The chest is lifted off the ground by the expanded sideboards. Overall, Viking chests were strengthened with wider straps for reinforcement and protection, as well as stronger overlapping joints. The bands were often embellished.
The Viking wooden chest resembles the six-board chest in appearance. The two end pieces are extended down to form slab legs, which elevate the wooden chest off the ground (or ship deck). This wooden crate box with lid features both the front and end-piece overlapping one other, thus nails strengthened the connection in both directions, rather than the simple overlap design employed in the six-board chest, where the front is nailed to the end-piece.
The basic six-board chest was invented in the 13th century to elevate the chest off the ground by extending the front and back panels to the floor. On the lengthier panels, more robust tongue and groove joints were utilized, and the tops were flat. They were still popular in the 15th century. Large front panels provided more carving and decoration opportunities.
The Panel Chest
This wooden crate box used thinner, lighter wood panels, which were placed into stiles that were then bonded together. The panels were frequently decorated, carved, or painted.
The Dovetail Chest
Although dovetail joinery was not new in the 15th century, it was not a popular chest due to the difficulty in constructing it. However, these were the greatest chests of the time. Of course, it was a style that would come to dominate the nineteenth and twentieth centuries.
The 16th Century Wooden Crate Boxes
The storage box underwent the biggest changes throughout the sixteenth century. The modest chest or trunk began to emerge during the Elizabethan period. Boarded seats, stools, court cupboards, tool chests, and drawing tables were all made with the addition of legs and extensions.
The introduction of drawers in the mid-1600s was the most significant modification. Two drawers were added to the bottom of the chest for storing smaller objects. These were referred to as mule chests.
The modest modification quickly resulted in the entire frame being filled with drawers and the top being permanently attached to the frame. The chest was quickly transformed into a ‘chest of drawers.'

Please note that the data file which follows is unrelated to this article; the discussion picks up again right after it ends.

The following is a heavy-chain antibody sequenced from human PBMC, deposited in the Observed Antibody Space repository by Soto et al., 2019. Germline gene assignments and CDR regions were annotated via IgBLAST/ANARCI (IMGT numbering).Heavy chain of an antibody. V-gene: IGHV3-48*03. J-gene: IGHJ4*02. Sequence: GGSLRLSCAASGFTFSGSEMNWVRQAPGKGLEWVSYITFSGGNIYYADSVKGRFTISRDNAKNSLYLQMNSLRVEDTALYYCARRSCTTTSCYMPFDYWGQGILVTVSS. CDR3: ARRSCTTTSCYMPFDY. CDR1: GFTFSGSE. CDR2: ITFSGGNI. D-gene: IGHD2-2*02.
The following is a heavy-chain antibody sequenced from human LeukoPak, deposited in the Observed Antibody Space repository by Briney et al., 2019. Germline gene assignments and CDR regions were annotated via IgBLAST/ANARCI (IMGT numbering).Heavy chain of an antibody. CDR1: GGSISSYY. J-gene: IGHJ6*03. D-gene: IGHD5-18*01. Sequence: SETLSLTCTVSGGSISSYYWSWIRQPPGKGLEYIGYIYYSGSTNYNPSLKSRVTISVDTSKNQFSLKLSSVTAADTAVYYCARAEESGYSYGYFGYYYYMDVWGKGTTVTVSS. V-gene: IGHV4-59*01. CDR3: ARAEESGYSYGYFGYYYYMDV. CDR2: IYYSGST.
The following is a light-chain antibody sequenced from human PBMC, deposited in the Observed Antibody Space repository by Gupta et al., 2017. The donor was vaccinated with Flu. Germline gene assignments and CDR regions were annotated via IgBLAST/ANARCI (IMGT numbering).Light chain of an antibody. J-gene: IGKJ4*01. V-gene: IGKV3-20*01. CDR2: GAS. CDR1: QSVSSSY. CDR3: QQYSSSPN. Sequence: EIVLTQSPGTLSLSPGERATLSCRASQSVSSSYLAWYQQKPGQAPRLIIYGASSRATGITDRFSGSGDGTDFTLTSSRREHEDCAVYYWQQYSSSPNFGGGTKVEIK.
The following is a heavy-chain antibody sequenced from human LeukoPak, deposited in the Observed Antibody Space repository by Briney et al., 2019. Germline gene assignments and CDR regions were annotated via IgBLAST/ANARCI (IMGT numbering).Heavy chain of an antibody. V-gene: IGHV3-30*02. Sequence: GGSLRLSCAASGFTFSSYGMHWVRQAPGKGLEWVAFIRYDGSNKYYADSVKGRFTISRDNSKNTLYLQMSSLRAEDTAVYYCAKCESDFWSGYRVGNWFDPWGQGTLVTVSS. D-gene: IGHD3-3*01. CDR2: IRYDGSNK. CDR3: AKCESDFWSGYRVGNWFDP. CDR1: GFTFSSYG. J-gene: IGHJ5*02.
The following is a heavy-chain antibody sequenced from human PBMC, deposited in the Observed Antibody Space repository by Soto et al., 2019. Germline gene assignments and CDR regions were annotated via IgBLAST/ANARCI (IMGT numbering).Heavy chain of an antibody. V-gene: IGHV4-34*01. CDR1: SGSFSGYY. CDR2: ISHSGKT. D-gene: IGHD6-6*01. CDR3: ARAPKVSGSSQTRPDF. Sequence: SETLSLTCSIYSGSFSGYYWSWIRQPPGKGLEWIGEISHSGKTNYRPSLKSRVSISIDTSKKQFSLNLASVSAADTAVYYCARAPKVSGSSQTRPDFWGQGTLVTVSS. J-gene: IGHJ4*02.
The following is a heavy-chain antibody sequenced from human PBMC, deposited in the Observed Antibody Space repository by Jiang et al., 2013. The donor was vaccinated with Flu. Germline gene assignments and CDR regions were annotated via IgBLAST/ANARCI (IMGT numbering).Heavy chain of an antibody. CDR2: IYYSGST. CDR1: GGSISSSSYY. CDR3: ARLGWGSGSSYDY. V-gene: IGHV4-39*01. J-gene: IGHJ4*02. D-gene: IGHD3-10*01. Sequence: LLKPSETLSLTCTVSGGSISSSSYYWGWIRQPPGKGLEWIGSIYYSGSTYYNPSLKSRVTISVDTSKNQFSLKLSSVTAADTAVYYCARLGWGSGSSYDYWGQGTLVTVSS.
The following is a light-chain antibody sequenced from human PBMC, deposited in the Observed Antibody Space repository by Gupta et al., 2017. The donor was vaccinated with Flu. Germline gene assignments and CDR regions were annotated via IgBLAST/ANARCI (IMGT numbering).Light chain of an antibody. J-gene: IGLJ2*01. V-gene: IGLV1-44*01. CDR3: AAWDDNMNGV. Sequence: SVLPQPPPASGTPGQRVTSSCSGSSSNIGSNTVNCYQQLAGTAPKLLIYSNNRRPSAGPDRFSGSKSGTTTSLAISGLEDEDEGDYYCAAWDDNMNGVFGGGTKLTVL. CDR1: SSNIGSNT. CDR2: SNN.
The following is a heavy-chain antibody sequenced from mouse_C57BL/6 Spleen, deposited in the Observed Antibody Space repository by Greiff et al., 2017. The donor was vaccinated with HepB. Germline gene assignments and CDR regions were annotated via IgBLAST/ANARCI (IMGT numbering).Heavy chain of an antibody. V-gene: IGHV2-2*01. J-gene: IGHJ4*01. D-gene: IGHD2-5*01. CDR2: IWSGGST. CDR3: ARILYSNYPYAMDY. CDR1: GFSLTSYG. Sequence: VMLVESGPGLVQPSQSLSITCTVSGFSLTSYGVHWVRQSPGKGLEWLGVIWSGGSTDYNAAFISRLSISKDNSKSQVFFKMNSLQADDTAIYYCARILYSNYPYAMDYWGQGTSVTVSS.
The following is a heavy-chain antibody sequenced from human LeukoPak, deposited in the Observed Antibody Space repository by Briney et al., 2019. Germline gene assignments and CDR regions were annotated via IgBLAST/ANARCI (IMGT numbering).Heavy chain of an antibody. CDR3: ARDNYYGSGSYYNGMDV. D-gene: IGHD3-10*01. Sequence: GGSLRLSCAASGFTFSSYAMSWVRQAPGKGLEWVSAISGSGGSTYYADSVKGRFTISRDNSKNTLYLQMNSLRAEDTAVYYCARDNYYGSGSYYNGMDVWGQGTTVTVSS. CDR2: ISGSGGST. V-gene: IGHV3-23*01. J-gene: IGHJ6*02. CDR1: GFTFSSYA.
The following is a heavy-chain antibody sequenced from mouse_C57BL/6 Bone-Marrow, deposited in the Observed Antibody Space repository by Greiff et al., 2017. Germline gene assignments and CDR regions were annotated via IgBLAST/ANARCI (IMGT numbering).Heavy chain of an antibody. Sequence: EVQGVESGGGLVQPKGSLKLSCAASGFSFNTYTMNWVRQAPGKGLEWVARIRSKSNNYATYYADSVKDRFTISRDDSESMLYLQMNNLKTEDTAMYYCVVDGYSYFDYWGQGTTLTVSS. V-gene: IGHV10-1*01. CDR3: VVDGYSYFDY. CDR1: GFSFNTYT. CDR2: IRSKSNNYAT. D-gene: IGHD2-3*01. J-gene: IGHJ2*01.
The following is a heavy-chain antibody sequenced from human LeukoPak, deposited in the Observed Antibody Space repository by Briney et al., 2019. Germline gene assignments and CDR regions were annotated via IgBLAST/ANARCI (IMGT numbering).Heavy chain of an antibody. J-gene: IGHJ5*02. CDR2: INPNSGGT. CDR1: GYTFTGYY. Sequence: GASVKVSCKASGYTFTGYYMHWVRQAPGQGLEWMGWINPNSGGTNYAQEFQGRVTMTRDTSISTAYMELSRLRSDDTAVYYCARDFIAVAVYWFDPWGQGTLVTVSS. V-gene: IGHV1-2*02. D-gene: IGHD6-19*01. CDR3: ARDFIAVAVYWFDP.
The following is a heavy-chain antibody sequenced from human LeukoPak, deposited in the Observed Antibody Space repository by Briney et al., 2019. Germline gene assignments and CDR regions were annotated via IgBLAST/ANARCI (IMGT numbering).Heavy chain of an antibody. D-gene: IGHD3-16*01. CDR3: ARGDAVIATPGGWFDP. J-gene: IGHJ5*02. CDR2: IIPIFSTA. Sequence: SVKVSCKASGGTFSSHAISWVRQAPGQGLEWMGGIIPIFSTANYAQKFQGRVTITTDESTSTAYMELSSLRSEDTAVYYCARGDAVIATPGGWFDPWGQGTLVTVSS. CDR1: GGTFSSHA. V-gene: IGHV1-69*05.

The simple chest had been converted into a functional piece of furniture that allowed for the organization and accessibility to stored items. Similar to the evolution of the chest, the construction of chests of drawers developed to provide better joints and styles.
The 17th Century Wooden Crate Boxes
In the early 17th century, wooden chests were plainer, heavier, and often always constructed of oak. But towards the end of the century, this wooden create box was becoming increasingly ornately adorned and was frequently made of walnut or mahogany. It began to be lacquered in vivid colors and was now embellished and inlaid with different materials such as pearls or bones.
The 18th to 20th Century Wooden Crate Boxes
With the expansion of the British Empire into new continents and territories and widespread emigration in the nineteenth and twentieth centuries, individuals needed storage chests to store and move their things, and simple pine chests were commonly utilized.
Transatlantic ship travel necessitated the creation of travel trunks. Steamer trunks were designed to appear like miniature portable wardrobes and were constructed of metal and wood. These travel wardrobes included many drawers and compartments, and they were fitted to hang clothes.
Art Deco as well Arts and Crafts largely influenced the styles of the wooden crate box throughout the 20th century. Because resources were few during WWII, modest chests and boxes were constructed out of readily available timbers like pine to store and carry military supplies.
The Modern Wooden Boxes
Nowadays, chests continue to be a common piece of furniture in many houses. The construction of modern chests has remained unchanged in the last 300 years.
Dovetail joints are still being utilized for higher-quality chests, and simple butted or mitered joints are used for lower-quality chests.
The current vogue for antique and vintage furniture, such as wooden chests and basic storage boxes from bygone centuries, has seen a rebirth of ancient chests from various times and styles, with their attractive patina and interesting history and stories.